Jaysling.jpgIf someone were to have told me that I'd be spending the next several hours flinging, flicking, snapping, bouncing, dropping and shooting a green gob of gooey slime around 50 levels of a unique new Flash platform puzzle game, I'd probably have expected to see an exceptional piece of work. Well, Sling is exactly that: an amazing new physics-based platform game and I have been playing and enjoying it for hours.

Sling is also an animated creature with a single hand and a head connected by a long stretchy piece of springy slime. You control it with the mouse by clicking on its head to grab and pull it around, or snap it like a sling shot. Sling can attach only to small round spheres, or "grabs", that are placed around each level. It can also bounce off of walls, ceiling and floor provided they are free from hazard. A realistic physics model is used to give Sling its behavior and its springy, sling shot properties.

The objective (for most levels) is to visit all the grey grabs to turn them green. That will open up a portal that will take you to the next level.

Some levels will require you to flip switches and avoid enemies as well as visiting all the grabs, and every fifth level introduces you to a 'boss' level to complete. To create an added incentive, you play against the clock to beat the "gold time" set for each level. Although gold time performance is not required to advance, if you do achieve gold on all 50 levels a special bonus game is unlocked as a reward.

Analysis: There is much to enjoy from this beautiful piece of work: The opening introduction and animated tutorial, the cut scenes after the boss levels, the graphics, the sound design, as well as the unlockable levels and bonus game, Sling has all the features of a commercial game product. It is a gorgeous Web game with an exceptional physics implementation. That in itself is quite remarkable considering the usual Flash performance bottleneck we're used to seeing with action-oriented games.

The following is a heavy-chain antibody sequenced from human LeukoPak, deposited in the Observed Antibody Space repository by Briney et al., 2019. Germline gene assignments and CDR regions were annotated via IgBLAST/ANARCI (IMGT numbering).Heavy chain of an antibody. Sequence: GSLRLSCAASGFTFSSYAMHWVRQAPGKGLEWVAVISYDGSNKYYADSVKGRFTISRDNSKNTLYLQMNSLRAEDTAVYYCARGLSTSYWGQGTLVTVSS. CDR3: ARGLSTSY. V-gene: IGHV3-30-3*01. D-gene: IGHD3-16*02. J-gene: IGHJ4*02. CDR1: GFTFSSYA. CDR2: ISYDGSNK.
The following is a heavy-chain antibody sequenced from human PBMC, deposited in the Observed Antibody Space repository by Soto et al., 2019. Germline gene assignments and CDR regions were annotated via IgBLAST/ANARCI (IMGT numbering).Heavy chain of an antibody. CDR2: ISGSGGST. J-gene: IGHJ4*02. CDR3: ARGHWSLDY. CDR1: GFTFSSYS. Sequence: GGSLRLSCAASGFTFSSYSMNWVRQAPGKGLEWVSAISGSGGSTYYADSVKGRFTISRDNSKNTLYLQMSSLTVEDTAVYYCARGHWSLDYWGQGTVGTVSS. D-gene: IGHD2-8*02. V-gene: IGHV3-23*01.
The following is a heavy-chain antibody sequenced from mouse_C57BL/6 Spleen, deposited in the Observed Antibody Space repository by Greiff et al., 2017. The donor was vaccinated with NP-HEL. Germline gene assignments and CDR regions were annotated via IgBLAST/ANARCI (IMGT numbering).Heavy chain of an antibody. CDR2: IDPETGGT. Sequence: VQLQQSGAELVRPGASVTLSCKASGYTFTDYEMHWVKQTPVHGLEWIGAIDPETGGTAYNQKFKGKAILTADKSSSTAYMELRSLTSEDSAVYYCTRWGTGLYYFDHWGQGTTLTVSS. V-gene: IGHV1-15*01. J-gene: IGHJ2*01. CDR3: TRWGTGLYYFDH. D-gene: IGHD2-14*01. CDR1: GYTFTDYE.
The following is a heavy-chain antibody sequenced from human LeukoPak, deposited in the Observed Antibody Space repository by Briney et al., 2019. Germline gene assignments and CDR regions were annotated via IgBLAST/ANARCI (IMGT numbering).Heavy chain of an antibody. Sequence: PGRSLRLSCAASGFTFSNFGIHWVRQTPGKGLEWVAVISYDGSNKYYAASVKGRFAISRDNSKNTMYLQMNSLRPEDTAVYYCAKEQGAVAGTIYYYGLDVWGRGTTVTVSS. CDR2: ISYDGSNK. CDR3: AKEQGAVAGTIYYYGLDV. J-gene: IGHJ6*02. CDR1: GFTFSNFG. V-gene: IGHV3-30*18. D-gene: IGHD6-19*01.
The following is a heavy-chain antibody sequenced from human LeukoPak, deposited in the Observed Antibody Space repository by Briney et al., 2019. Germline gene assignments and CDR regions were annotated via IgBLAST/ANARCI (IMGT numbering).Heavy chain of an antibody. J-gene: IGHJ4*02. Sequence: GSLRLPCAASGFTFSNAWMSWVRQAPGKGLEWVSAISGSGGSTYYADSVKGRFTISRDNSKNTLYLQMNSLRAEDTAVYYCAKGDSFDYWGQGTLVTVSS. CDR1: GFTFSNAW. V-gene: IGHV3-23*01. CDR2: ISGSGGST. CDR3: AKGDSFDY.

In terms of gameplay, Sling plays as smooth and fluid as it looks. The levels start off fairly basic and gradually introduce new concepts and complexities as you make your way through the game. Each new level presents a puzzle with a little something added here or there. Just enough to keep you interested and challenged the whole way through. At first I wasn't as concerned with making gold times as I was with simply making it through each level; but now that I have acquired new skills and tricks from the later levels, back tracking to get those missed gold times is simultaneously enjoyable and gratifying.

Sling was created by two brothers from Australia, Jamie Edis and Simon Edis, who together have created over 200 Web games and animations between them. The game is available to play for free from their ezone website.

Play Sling

MDenAh, the rural life. Nothing but vast expanses of farmland, the occasional sounds of the barnyard animals, and life-shortening, back-breaking manual labor. But Funny Farm, by Igor Naverniouk, is distinctly different than the farmer lifestyle. This word association game starts on the farm, but quickly branches out into greener pastures. What at first looks to be no more than a simple inventory of a cultivator's possessions quickly expands far beyond Green Acres—unlike this review, which has remained firmly planted in farming gags. (I'll stop now.)

The concept of using words to find more words in a chain is hardly original, but the implementation is what makes this game so incredibly addicting. The spider web-style of displaying words gives a flowing sort of feeling as you progress through the chains. As you extend outwards, new sections of the map are opened, giving a definite sign of progress.

The most useful feature, however, is the merging system. In order to encourage cooperation between players, you can merge another player's correct answers into your own puzzle by copying their game URL. If you can get a group of people all working on the puzzle together, hints, answers, and URLs will be flying around faster than one can follow.

Ultimately, the game is won by solving the meta-puzzle, which has clues in the four corners of the map, but you won't consider the game truly won until you've hunted down every last word. If you can do that, then you certainly should be put out to stud.

Play Funny Farm

JayLine RiderThis strangely compelling and unique little webtoy was just released over at deviantArt, and a bunch of us were playing while chatting about it in our new irc chat room (if that link doesn't work for you, the chat room is always available via a Java client by clicking "Chat" in the menu above.)

The idea behind Line Rider is a simple one: You are given an interface with which to draw a surface for a little character on a sled to slide upon. Once the surface is drawn, just click the play button (triangle pointing to the right) to watch the ride.